19 October 2017
What is ‘Normal’?
Towards a post-gender age.
By Lynda Goetz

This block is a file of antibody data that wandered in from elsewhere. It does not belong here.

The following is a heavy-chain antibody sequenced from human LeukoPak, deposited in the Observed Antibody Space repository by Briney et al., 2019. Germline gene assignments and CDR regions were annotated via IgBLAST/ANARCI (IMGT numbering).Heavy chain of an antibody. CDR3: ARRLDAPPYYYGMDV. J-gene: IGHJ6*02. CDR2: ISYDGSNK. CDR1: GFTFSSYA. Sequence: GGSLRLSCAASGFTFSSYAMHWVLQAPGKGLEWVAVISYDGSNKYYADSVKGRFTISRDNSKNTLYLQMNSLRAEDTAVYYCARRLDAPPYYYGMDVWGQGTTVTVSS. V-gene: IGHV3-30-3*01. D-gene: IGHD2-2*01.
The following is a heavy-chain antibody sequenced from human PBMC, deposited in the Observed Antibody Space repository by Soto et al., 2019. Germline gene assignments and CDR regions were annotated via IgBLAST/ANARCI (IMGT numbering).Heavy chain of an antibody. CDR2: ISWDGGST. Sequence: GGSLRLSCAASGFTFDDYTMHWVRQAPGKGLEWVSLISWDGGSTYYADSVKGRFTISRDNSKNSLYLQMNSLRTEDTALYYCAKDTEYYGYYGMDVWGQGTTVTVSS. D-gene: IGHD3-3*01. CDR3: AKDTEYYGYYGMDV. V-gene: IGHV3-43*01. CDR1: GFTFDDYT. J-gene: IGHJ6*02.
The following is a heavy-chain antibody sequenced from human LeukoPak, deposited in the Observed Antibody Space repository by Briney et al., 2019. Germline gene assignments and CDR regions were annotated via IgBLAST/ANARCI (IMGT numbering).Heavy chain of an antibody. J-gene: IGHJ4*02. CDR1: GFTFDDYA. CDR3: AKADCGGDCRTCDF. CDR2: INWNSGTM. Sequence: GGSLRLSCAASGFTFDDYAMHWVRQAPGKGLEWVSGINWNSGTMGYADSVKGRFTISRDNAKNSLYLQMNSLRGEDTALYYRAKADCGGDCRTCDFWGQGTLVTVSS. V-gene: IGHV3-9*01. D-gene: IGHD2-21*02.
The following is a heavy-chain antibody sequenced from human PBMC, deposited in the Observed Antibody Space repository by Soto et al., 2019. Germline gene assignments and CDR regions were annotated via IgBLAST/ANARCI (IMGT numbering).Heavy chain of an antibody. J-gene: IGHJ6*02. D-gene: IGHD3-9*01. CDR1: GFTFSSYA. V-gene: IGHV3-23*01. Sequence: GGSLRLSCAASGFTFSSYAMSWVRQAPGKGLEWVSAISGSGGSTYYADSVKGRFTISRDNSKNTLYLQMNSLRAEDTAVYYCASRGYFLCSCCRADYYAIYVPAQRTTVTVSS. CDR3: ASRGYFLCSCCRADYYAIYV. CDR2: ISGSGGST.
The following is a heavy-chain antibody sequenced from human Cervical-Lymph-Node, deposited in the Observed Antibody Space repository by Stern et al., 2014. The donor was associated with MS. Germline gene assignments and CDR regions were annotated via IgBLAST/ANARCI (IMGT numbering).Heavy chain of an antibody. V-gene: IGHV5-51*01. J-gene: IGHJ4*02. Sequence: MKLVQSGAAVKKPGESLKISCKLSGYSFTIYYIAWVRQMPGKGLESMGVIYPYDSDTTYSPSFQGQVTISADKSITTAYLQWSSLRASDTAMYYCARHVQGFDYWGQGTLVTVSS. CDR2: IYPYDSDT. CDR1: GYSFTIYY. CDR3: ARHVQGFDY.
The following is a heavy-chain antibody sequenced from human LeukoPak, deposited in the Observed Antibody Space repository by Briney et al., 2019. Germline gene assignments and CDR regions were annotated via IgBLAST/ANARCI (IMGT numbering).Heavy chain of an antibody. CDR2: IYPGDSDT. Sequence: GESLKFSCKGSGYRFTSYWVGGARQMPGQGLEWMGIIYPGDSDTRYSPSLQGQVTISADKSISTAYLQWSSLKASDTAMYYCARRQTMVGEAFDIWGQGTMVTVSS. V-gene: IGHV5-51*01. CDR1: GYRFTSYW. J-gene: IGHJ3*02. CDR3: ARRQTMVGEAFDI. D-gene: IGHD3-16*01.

‘Normal’ is a word I have never really liked. Many use it without thought. According to the Oxford Dictionary definition, the primary meaning of the adjective is ‘conforming to a standard; usual, typical or expected’. As a noun, the second definition is ‘a person who is conventional and healthy’. For a start, whatever is ‘usual, typical or expected’ can differ quite dramatically depending on the society or time in which you are living and the geographic location in which you find yourself. What might be normal in India, for example, may not be normal in the US. What was ‘normal’ in the Middle Ages is not normal now. As for ‘conventional’, it always smacks rather of a lack of imagination and a degree of boringness. So, whose idea of ‘normal’ are we considering accepting if we start talking about a ‘post-gender Britain’ as John Humphries did in his report for the Today programme on Radio 4 this morning (Wednesday)?